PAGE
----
By NICO SCAVELLA
Tribune Staff Reporter
THE massive oil spill in Grand Bahama caused by Hurricane Dorian should be incentive enough for the government to reject the controversial Oban refinery proposal, an environmental watchdog has asserted.
Save The Bays (STB), in a pamphlet on the incident, said the 100,000 barrels of oil that spilled from the Equinor South Riding Point facility should ideally lead to a “definitive rejection of the notorious” Oban Energies proposition.
STB’s Legal Director Fred Smith, QC, said the Minnis administration would be “insane” to continue “courting another dangerous and reckless facility” because if agreed to, a “disaster on the scale of South Riding Point or even greater is not a question of if, only a question of when.”
“The situation in Freeport today, where the coastline is polluted with heavy, dirty fuel oil, the water table is contaminated and residents have been told they must avoid the water supply, should serve as a dire warning,” he said. “The time has come to close the door on this potentially disastrous flirtation with the Oban proposal.”
He added: “The government will have to ensure Equinor urgently cleans up the South Riding Point and High Rock area. They would be insane to create an even larger threat to the pristine and ecologically invaluable eastern end of the island.”
The government and Oban are renegotiating extensive changes to a heads of agreement with Oban Energies for a $5.5 billion oil refinery and storage facility in East Grand Bahama. The government initially signed the HoA in February 2018, but after it became a lightning rod for public controversy decided to review it.
Last week, Environment Minister Romauld Ferreira said some 119,000 barrels of oil – more than five million gallons – were spilled at the Equinor facility during the passage of Hurricane Dorian.
The Norwegian oil terminal had 1.8 million barrels of crude oil stored there prior to the storm. The terminal has a capacity of 6.75 million barrels.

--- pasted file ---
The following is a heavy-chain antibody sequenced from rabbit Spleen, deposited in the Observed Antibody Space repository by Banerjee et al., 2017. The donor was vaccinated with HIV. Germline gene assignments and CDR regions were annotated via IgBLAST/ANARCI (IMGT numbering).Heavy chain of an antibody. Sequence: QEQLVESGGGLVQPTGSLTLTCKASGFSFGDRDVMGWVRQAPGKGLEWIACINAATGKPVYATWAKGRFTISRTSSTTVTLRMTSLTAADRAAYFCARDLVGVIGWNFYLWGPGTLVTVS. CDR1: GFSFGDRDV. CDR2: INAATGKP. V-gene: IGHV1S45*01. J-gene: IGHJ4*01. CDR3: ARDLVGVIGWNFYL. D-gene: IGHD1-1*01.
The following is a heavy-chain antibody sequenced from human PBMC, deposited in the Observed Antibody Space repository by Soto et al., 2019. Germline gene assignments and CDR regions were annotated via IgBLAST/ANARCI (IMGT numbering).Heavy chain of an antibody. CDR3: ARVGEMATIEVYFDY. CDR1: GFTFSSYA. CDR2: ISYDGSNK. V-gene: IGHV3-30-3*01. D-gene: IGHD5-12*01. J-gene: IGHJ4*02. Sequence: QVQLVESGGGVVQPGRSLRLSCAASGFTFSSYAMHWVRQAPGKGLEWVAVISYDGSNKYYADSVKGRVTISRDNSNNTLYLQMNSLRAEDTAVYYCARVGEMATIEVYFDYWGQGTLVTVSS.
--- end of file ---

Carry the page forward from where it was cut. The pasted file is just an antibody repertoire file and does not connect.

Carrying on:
The dome-shaped lids of two storage tanks – numbers six and ten – at the facility were blown off, and oil was dispersed in the area as Hurricane Dorian unleashed 185mph winds and pummeled Grand Bahama for about 40 hours.
To date, over 35,000 barrels of oil have been recovered from the East Grand Bahama site. Speaking in the House of Assembly, Mr Ferreira said four thousand acres of forest have been surveyed and 175 acres have been confirmed as affected in some way by crude oil.
Meanwhile, STB and other environment watchdog groups like Waterkeepers Bahamas and Waterkeeper Alliance said the oil spill has contaminated water in critical wetland habitats, including an area more than one mile away from the spill.
The groups noted in a joint statement that they tested water samples at five locations near the Equinor spill site and sent 54 individual water samples to an environmental chemist to a certified water testing lab in Wilmington, NC.
The water samples analysis displayed distinct petroleum components.
Thus, Mr Smith asserted in the STB pamphlet that oil refineries are, and always have been a “lose-lose scenario for Bahamians”, as they are “bastions of an outdated and defunct form of energy production” that produce “very few jobs for locals”.
Conversely, Mr Smith said all of the profits from such operations ultimately end up “being shipped overseas into the bank accounts of foreign owners.”
“It is, and has always been a lose-lose scenario for Bahamians and the time has come to put an end to it. The government must tell Oban to take a hike,” he said. “Climate change means that storms will only get stronger and more frequent; a disaster on the scale of South Riding Point or even greater is not a question of if, only a question of when.”
In view of the Equinor oil spill, STB Chairman Joe Darville asserted that any talk of the government entertaining the proposed Oban oil refinery project would be adverse to the best interests of east Grand Bahama.
“This is a warning that we need to permanently shelve this foolish, asinine, ignorant proposal for good,” Mr Darville said. “It would be unconscionable for the government to move forward with this proposal now.”